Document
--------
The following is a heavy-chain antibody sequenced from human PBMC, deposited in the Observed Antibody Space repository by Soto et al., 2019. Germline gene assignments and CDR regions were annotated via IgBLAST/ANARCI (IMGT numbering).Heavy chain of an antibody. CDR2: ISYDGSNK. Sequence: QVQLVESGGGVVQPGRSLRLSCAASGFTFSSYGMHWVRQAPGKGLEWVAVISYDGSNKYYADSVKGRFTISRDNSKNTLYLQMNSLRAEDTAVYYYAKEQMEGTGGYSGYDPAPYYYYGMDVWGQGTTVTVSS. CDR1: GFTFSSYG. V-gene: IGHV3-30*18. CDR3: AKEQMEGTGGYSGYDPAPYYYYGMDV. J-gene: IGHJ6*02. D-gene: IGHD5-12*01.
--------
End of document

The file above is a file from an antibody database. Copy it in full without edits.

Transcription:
The following is a heavy-chain antibody sequenced from human PBMC, deposited in the Observed Antibody Space repository by Soto et al., 2019. Germline gene assignments and CDR regions were annotated via IgBLAST/ANARCI (IMGT numbering).Heavy chain of an antibody. CDR2: ISYDGSNK. Sequence: QVQLVESGGGVVQPGRSLRLSCAASGFTFSSYGMHWVRQAPGKGLEWVAVISYDGSNKYYADSVKGRFTISRDNSKNTLYLQMNSLRAEDTAVYYYAKEQMEGTGGYSGYDPAPYYYYGMDVWGQGTTVTVSS. CDR1: GFTFSSYG. V-gene: IGHV3-30*18. CDR3: AKEQMEGTGGYSGYDPAPYYYYGMDV. J-gene: IGHJ6*02. D-gene: IGHD5-12*01.